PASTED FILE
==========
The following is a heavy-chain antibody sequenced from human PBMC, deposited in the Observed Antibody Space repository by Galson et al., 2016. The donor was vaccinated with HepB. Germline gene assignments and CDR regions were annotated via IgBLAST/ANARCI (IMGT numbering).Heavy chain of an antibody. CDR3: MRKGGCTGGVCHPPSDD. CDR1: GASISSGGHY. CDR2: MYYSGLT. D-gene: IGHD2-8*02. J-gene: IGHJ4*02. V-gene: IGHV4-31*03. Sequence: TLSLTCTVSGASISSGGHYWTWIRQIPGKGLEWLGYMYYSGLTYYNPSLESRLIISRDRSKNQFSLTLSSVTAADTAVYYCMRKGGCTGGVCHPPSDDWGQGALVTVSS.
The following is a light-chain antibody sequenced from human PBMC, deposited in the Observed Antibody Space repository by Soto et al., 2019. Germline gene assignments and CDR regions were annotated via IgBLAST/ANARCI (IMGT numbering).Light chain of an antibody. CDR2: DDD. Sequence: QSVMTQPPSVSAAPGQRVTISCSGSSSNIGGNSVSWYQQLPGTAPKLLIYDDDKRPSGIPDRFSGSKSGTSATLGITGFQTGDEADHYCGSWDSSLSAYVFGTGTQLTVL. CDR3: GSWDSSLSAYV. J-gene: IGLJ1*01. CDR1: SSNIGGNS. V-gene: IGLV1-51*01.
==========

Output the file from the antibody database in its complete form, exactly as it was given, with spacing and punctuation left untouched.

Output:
The following is a heavy-chain antibody sequenced from human PBMC, deposited in the Observed Antibody Space repository by Galson et al., 2016. The donor was vaccinated with HepB. Germline gene assignments and CDR regions were annotated via IgBLAST/ANARCI (IMGT numbering).Heavy chain of an antibody. CDR3: MRKGGCTGGVCHPPSDD. CDR1: GASISSGGHY. CDR2: MYYSGLT. D-gene: IGHD2-8*02. J-gene: IGHJ4*02. V-gene: IGHV4-31*03. Sequence: TLSLTCTVSGASISSGGHYWTWIRQIPGKGLEWLGYMYYSGLTYYNPSLESRLIISRDRSKNQFSLTLSSVTAADTAVYYCMRKGGCTGGVCHPPSDDWGQGALVTVSS.
The following is a light-chain antibody sequenced from human PBMC, deposited in the Observed Antibody Space repository by Soto et al., 2019. Germline gene assignments and CDR regions were annotated via IgBLAST/ANARCI (IMGT numbering).Light chain of an antibody. CDR2: DDD. Sequence: QSVMTQPPSVSAAPGQRVTISCSGSSSNIGGNSVSWYQQLPGTAPKLLIYDDDKRPSGIPDRFSGSKSGTSATLGITGFQTGDEADHYCGSWDSSLSAYVFGTGTQLTVL. CDR3: GSWDSSLSAYV. J-gene: IGLJ1*01. CDR1: SSNIGGNS. V-gene: IGLV1-51*01.